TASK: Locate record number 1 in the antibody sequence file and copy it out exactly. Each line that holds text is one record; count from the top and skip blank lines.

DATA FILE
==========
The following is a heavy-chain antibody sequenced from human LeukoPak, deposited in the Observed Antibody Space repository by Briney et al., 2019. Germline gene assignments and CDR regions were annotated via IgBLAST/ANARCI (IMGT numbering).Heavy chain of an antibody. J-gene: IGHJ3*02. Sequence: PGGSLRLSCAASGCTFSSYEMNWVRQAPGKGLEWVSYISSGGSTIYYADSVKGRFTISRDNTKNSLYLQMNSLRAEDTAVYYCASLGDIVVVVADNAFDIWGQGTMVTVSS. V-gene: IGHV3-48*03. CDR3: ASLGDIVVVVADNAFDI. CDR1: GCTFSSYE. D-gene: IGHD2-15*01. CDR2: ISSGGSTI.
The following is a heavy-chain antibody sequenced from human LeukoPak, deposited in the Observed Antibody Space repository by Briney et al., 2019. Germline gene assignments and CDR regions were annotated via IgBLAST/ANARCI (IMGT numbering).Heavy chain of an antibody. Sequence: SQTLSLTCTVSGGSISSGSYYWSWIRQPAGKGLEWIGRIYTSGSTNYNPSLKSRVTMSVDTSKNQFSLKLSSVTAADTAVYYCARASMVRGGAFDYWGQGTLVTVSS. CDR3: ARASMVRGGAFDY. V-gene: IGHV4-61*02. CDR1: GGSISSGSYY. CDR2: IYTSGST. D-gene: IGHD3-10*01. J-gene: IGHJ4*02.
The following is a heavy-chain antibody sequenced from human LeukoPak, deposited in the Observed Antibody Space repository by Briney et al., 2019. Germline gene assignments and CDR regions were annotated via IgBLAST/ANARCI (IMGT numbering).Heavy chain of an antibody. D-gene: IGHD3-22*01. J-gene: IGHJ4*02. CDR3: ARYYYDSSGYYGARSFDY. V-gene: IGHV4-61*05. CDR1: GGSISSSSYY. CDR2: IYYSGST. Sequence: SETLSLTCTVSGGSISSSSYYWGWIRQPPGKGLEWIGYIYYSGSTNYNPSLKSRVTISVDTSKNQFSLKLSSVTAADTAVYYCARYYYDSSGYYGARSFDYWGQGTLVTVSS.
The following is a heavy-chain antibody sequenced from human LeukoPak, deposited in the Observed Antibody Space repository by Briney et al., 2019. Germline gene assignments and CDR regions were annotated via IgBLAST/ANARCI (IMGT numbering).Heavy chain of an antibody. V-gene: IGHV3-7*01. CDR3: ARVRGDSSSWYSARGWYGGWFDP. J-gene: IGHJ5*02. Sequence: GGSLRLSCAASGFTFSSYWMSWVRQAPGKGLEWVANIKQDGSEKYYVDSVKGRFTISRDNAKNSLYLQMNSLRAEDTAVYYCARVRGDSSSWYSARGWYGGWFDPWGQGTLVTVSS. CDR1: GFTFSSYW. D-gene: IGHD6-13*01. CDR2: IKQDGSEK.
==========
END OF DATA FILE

The following is a heavy-chain antibody sequenced from human LeukoPak, deposited in the Observed Antibody Space repository by Briney et al., 2019. Germline gene assignments and CDR regions were annotated via IgBLAST/ANARCI (IMGT numbering).Heavy chain of an antibody. J-gene: IGHJ3*02. Sequence: PGGSLRLSCAASGCTFSSYEMNWVRQAPGKGLEWVSYISSGGSTIYYADSVKGRFTISRDNTKNSLYLQMNSLRAEDTAVYYCASLGDIVVVVADNAFDIWGQGTMVTVSS. V-gene: IGHV3-48*03. CDR3: ASLGDIVVVVADNAFDI. CDR1: GCTFSSYE. D-gene: IGHD2-15*01. CDR2: ISSGGSTI.